“Can’t You Just Teach English?”

Written by Karl Dahlfred on .

A few days ago,  I got a call from a teacher at Anuban Nong Doan Primary School.  “Can you come and teach English to our students?  How about one day per week?”  The teacher was disappointed to hear that I only had one half day per week available but nevertheless wanted to meet with me to discuss the details and said that they would be able to compensate me for my time.

I arrived at the school the following afternoon, expecting to meet with this one particular teacher but instead found myself sitting at the head of a table with all the school’s teachers gathered around, about 15 teachers in all.  We initially talked about day and time, but when the chair of the meeting turned to me and asked how much money I needed, the discussion got more interesting.  “I don’t really need any money, actually.  I am happy to teach for free but the only thing that I ask is for permission to use stories from the Bible as part of curriculum.”  I assured them that I did not intend to pressure the children to change religions or try to get them to convert.  I merely wanted to use some stories from the Bible as part of my teaching.  The teachers discussed this idea back and forth for a bit.  One of the concerns was “What will the parents think?”  They feared that some parents could misunderstand my intention and think that there was some foreign teacher trying to convert their kids.  Into their conversation, I threw out another option, “Or, instead of using Bible stories as part of the English teaching, for every hour of teaching, I could do 45 minutes of English, and then 15 minutes of a Bible story in Thai.”  They liked that I idea more but were still not enthusiastic.  The chair of the meeting, whom I was seated next to, turned to me and with a big smile on his face and asked, “Can’t you just teach English?”  I gave a big smile back and didn’t say much of anything.  This is a Thai way of saying, “No”.  He understood and realized that I wasn’t going for it.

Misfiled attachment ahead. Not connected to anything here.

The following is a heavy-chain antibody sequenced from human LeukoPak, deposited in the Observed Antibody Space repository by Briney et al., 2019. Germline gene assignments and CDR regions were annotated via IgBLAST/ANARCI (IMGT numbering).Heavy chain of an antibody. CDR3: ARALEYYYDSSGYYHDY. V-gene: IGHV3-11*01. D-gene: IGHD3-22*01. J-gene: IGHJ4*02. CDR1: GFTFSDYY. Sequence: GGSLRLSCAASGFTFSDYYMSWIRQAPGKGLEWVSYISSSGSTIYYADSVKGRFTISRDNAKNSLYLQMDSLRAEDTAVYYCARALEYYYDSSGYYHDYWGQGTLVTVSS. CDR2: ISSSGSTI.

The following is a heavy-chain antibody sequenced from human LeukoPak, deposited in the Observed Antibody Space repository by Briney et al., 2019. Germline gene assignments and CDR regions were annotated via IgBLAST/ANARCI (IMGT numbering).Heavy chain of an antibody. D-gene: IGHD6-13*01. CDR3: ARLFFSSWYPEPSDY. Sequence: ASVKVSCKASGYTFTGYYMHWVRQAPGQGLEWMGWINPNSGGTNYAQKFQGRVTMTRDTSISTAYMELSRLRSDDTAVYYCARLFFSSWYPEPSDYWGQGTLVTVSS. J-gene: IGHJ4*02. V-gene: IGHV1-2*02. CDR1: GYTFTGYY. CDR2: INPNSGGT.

He and the other teachers discussed further and I added that the Thai government has given me a visa to teach the Bible and that is my primary work.  To do other kinds of work is technically outside of my visa.  And I again reassured them that I will not be inviting children to change their religion.  In the end, we were able to agree that I would teach every Wednesday afternoon for a few hours and that in every hour of teaching, I would do “just” English for 50 minutes and tell a story from the Bible in Thai for 10 minutes.

Although I did not explain this at the teachers meeting, my thinking is that if I can give these kids some exposure to basic Bible stories (creation, the fall, Cain & Abel, the flood, and so forth), then these can be building block of understanding so that the children will be able to more readily understand the Gospel when they hear it at some other place or time.  

Providentially, before I had gotten a call from this school, I already had plans in place to do a once a week after school kids club to teach English and Bible.  One of the Christian men in Nong Doan had helped arrange this.   The teachers at the school have given me the okay to invite the school children to this after school activity at which I and my helpers will have complete freedom to do as much Bible content as we would like.

As far as the school goes though, teaching a bit of simple English without Bible content is a benefit to the children themselves and builds goodwill in the community.  Plus, when I am at the school once a week, I expect that there will be opportunities to get to know some of the Thai teachers and/or other school staff, looking for opportunities to talk about spiritual matters.

I am happy to be a good neighbor to those around me be doing things like teaching some English but my primary purpose in Thailand is not to raise the level of English education in the country but to share the Gospel of Jesus Christ.  It is important that I not loose focus and let my time be consumed by other activities that do not contribute to that end.

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